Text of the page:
In Fourth Amendment decisions, different concepts, facts and assumptions about reality are often tethered together by vocabulary and fact, creating a ‘Stickiness Principle.’ In particular, form and function historically were considered indistinguishable, not as separate factors. For example, “containers” carried things, “watches” told time, and “phones” were used to make voice calls. Advancing technology, though, began to fracture this identity and the broader Stickiness Principle. In June 2014, Riley v. California and its companion case, United States v. Wurie, offered the Supreme Court an opportunity to begin untethering form and function and dismantling the Stickiness Principle. Riley presented the question of whether cell phone searches incident to a lawful arrest were constitutional. The Court, which had clung to pre-digital concepts such as physical trespass well into the twenty-first century, appeared ready to explore how technology is reshaping historically understood conceptions of privacy. From a broader perspective, the case offers an initial step in reconciling pre-digital rules based on outdated spatial conceptions of physical things with the changing realities of a technology driven world.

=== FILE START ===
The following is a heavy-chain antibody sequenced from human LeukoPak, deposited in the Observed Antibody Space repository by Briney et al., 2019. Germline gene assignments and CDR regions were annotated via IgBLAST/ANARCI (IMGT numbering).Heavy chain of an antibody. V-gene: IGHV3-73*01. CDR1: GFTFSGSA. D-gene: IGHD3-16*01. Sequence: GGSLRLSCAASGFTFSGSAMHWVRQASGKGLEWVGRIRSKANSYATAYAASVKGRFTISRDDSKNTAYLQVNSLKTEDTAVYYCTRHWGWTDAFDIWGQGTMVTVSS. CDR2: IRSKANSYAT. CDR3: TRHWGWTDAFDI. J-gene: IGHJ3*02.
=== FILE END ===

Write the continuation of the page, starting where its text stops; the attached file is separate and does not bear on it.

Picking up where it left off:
Steven I. Friedland, Riley v. California and the Stickiness Principle, 14 Duke Law & Technology Review 121-139 (2016)